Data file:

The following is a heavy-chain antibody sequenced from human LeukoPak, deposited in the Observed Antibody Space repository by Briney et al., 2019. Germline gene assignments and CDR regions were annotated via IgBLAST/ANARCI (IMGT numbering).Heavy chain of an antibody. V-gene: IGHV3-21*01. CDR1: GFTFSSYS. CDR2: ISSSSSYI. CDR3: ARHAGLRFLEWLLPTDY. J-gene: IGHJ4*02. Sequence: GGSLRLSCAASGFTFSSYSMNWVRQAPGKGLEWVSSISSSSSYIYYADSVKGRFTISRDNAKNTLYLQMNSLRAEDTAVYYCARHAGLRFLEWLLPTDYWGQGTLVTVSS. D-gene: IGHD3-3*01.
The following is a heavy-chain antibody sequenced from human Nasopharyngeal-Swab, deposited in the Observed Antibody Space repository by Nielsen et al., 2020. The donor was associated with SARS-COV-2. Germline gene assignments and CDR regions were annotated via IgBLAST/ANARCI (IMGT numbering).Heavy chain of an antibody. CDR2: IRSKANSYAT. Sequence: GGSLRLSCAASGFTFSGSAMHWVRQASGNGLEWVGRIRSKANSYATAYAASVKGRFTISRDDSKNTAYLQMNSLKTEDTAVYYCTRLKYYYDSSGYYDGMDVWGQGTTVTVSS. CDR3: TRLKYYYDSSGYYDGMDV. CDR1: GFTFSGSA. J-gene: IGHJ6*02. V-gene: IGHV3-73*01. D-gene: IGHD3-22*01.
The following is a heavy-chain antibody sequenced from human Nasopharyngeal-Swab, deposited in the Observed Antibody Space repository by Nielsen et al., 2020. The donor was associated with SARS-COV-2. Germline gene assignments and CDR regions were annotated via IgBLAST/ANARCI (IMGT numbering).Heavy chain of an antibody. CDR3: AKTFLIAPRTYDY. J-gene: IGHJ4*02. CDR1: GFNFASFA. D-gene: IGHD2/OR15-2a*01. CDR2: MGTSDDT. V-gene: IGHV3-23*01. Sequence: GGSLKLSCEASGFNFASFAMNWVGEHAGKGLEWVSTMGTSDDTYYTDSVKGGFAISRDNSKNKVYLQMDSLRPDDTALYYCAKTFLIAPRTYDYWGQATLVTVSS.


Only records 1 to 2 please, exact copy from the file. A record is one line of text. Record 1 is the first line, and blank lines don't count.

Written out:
The following is a heavy-chain antibody sequenced from human LeukoPak, deposited in the Observed Antibody Space repository by Briney et al., 2019. Germline gene assignments and CDR regions were annotated via IgBLAST/ANARCI (IMGT numbering).Heavy chain of an antibody. V-gene: IGHV3-21*01. CDR1: GFTFSSYS. CDR2: ISSSSSYI. CDR3: ARHAGLRFLEWLLPTDY. J-gene: IGHJ4*02. Sequence: GGSLRLSCAASGFTFSSYSMNWVRQAPGKGLEWVSSISSSSSYIYYADSVKGRFTISRDNAKNTLYLQMNSLRAEDTAVYYCARHAGLRFLEWLLPTDYWGQGTLVTVSS. D-gene: IGHD3-3*01.
The following is a heavy-chain antibody sequenced from human Nasopharyngeal-Swab, deposited in the Observed Antibody Space repository by Nielsen et al., 2020. The donor was associated with SARS-COV-2. Germline gene assignments and CDR regions were annotated via IgBLAST/ANARCI (IMGT numbering).Heavy chain of an antibody. CDR2: IRSKANSYAT. Sequence: GGSLRLSCAASGFTFSGSAMHWVRQASGNGLEWVGRIRSKANSYATAYAASVKGRFTISRDDSKNTAYLQMNSLKTEDTAVYYCTRLKYYYDSSGYYDGMDVWGQGTTVTVSS. CDR3: TRLKYYYDSSGYYDGMDV. CDR1: GFTFSGSA. J-gene: IGHJ6*02. V-gene: IGHV3-73*01. D-gene: IGHD3-22*01.